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The Other Panama City

The Other Panama City, Where The Living Is Tranquil And Sweet

Through le manifestation of shouting, chanting construction workers vocally en greve…along the dug-up, blown-up, muddy, and congested Avenida Balboa until, finally, the road expansion work ends…around Casco Viejo…and, suddenly, the views improve dramatically. Tall palms all around and, to your right, the still, calm, blue waters of the Bay of Panama. Behind it, on the horizon, the Panama City you’ve left behind…tall towers, rising rebar, and swinging cranes. From this distance and vantage point, along the Amador Causeway, the Panama City skyline is impressive…deceptively established. In truth, it’s a work in noisy, dirty progress.

But over here, on the Amador Causeway, Panama City is a different place altogether. Fresh. Finished. Just-painted…

The Causeway, built with earth moved during the digging of the Panama Canal, is today this city’s trendy place to eat, shop, bike, wander…and keep your boat. Panama City boasts a lot of things, but one thing it lacks is ample marinas. Here, along the Amador Causeway, are a couple of nice ones.

They’re building condos out here, too. I can imagine being comfortably installed in one of these when they’re complete. You’d have views of the bay and the city skyline, you’d be within walking distance of coffee shops, eateries, an ice cream parlor, and, maybe best of all, you’d be removed from the hubbub and chaos of central Panama City right now.

The problem is access. The Causeway is a long, winding, dead-end stretch, with one lane in and one lane out. Once the condos are built and sold, the traffic will likely become as intimidating as it is downtown.

Here’s my recommendation for the city planners working so hard right now: Launch a ferry service. Taxi people back and forth from the marinas at the Causeway to downtown Panama City.

London came up with a similar kind of solution to its traffic chaos: Barging. Today, maybe the best, certainly the most pleasant way to get around this city is on a barge on the Thames.

 

Kathleen Peddicord

 

The Condominium Manifesto

By Vivian Lewis, Global-investing.com

Will the property booms in China, India, and Russia continue?

After all, we are seeing higher interest rates to stifle inflation in all three countries. This will inevitably increase the cost of borrowing money to buy condos in St. Petersburg or the suburbs of Shanghai or Mumbai. Can the condo boom continue in an inflationary environment?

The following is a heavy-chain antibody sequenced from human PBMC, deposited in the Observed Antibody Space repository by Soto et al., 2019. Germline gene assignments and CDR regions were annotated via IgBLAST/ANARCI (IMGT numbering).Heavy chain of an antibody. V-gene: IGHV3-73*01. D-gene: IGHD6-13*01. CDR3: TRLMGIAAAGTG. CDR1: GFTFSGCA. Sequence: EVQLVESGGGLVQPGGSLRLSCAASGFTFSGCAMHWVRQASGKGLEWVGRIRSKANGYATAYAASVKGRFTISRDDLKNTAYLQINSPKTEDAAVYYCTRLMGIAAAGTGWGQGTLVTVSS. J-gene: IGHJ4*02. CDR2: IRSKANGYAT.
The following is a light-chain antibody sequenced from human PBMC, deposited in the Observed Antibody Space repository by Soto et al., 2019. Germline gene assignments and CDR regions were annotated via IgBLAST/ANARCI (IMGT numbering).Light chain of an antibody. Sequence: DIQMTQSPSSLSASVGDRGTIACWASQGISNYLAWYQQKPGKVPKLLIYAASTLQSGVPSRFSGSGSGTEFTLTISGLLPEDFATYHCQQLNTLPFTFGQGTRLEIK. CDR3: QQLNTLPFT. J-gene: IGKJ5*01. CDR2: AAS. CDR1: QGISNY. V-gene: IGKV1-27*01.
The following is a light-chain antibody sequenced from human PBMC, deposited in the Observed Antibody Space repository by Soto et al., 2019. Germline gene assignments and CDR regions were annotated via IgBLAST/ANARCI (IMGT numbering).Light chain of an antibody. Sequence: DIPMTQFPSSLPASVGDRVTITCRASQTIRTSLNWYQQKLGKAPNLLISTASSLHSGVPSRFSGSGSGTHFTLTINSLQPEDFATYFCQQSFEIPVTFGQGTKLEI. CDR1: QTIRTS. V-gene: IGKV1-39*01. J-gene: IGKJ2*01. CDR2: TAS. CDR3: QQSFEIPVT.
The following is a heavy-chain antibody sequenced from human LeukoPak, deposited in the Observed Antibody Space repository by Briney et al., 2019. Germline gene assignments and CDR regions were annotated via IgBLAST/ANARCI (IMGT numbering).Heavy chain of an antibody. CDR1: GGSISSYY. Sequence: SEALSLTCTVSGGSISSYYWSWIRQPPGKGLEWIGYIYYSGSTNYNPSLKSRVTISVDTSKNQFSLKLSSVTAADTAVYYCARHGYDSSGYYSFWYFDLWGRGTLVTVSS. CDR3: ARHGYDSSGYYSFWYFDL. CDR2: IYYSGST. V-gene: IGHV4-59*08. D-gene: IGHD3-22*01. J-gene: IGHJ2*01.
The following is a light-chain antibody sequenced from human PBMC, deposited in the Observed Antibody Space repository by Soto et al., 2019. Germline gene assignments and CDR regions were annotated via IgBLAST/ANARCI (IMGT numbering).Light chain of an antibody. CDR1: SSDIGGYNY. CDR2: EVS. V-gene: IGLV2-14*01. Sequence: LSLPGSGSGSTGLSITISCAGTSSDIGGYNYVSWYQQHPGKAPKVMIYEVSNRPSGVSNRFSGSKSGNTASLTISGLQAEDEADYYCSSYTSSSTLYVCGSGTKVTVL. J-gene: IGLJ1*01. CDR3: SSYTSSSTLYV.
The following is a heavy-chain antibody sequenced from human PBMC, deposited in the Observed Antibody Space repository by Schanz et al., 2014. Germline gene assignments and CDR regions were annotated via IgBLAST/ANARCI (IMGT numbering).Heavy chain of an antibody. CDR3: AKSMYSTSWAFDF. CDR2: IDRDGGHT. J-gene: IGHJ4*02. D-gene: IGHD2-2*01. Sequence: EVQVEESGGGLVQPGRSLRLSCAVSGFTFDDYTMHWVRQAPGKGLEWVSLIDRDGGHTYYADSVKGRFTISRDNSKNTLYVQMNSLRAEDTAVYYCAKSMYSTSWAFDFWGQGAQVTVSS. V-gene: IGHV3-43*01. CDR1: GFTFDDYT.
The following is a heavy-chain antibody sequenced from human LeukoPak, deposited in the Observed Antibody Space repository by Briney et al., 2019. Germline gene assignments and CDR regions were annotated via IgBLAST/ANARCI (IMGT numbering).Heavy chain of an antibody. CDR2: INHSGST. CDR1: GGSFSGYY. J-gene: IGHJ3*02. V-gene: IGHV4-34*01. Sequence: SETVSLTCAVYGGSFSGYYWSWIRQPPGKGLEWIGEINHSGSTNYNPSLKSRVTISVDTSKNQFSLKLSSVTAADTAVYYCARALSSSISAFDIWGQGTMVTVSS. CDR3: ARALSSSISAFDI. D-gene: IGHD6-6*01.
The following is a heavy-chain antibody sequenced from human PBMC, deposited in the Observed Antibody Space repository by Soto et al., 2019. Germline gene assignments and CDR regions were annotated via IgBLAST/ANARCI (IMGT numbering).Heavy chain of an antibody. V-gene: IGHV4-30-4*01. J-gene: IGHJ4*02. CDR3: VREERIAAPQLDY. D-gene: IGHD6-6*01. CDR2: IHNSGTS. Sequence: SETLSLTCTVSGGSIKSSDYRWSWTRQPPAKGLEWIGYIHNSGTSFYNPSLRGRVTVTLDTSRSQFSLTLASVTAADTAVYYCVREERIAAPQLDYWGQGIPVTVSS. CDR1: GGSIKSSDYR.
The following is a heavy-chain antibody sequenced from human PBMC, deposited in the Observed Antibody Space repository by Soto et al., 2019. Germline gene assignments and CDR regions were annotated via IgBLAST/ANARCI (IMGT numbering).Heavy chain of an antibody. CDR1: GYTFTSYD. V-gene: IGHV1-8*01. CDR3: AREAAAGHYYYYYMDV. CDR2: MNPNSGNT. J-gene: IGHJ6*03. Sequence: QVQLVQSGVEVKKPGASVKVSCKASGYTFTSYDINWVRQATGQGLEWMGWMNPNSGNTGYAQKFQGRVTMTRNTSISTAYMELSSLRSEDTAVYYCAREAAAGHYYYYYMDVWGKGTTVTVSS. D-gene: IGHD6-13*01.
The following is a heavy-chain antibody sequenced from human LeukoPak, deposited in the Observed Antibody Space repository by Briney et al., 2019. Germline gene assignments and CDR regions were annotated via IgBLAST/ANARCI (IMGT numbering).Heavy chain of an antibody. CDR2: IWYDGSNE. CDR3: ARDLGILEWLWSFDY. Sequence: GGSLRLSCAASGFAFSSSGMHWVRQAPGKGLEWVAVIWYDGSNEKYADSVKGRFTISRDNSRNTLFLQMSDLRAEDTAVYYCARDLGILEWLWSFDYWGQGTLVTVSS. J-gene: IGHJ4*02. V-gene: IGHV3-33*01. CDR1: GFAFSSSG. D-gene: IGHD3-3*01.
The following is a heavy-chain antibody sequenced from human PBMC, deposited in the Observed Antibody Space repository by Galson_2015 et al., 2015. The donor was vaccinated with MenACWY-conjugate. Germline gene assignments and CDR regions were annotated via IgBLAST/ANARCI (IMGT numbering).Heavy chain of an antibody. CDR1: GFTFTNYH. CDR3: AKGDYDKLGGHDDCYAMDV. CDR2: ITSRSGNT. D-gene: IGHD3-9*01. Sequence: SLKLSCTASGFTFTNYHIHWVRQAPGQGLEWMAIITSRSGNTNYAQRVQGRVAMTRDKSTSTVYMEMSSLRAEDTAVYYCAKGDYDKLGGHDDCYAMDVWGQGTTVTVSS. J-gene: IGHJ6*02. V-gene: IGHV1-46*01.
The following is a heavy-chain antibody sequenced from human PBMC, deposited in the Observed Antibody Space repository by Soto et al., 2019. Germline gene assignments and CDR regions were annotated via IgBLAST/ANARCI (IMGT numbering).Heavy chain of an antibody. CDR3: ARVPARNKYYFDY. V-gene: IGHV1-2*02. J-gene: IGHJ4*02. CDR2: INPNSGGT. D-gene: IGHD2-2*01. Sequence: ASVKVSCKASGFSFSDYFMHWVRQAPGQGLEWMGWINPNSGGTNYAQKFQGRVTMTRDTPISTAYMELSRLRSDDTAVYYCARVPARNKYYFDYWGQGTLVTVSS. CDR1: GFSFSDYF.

Based on U.S. experience, the answer is probably yes. Real estate is a proven haven against rising prices. The price of property better tracks inflation than almost any other investment vehicle. Sometimes it beats price rises.

Having said that, I think some of the buy-to-let mania afflicting China and Russia is likely to slacken. (Indians, who have more experience with private ownership than China or Russia, did not see a sudden spurt in acquisitions of homes for renting out; they have been playing that market for decades.) Some of the fluffiest pre-construction apartment sales may turn sour as interest rates rise.

But for normal upwardly mobile Chinese or Russian city-dwellers, buying an apartment is not only smart; it is a major positive lifestyle choice. Precisely because other Chinese investments are producing weak or negative returns (bank accounts and stocks both produce negative returns after current 7.l1% per year inflation now so you lose by investing in stocks or putting your money in the bank), buying a condo makes sense. Many Chinese remain skeptical about official inflation figures in any case, not without reason.

In fact, because there is a shortage of girls to marry (because of the impact of the one-child policy on female birthrates), young women demand that their potential suitors have cars and apartments before saying “I do.”

In Russia, you can get a decent return on your savings with less-than-stellar banks, but at a risk. And the stock market, boosted by oil and gas shares, is doing relatively well in the world downturn.

But property still appeals. Young city-dwellers want desperately to get out of the multifamily apartments of the Soviet era and escape parents and grandparents, shared kitchens and baths, lack of privacy, and messes. The messes reflect the tragedy of the commons: hallways and sinks and toilets that are shared are never cleaned or maintained properly.

So the condo revolution in Moscow or St. Petersburg is replacing the Communist one. In all three countries that I visited in the last year, the rise of the middle class is visible and powerful. These newly-affluent people want to live the good life they see on their televisions. Flocking out to see and buy new-built city-edge and suburban real estate developments is the Condo Manifesto.

The demographics are favorable. Newly-affluent people are the fastest-growing component of the population. And before they buy diamonds or gold they will buy an apartment.

Note also that many of these new home-owners will have to drive to commute to work. So despite the fact that Hurricane Dolly missed the U.S. offshore oilfields, the price of oil will not permanently return to double-digit levels. Long term, alternative energy makes sense, except for politically-favored biofuels.

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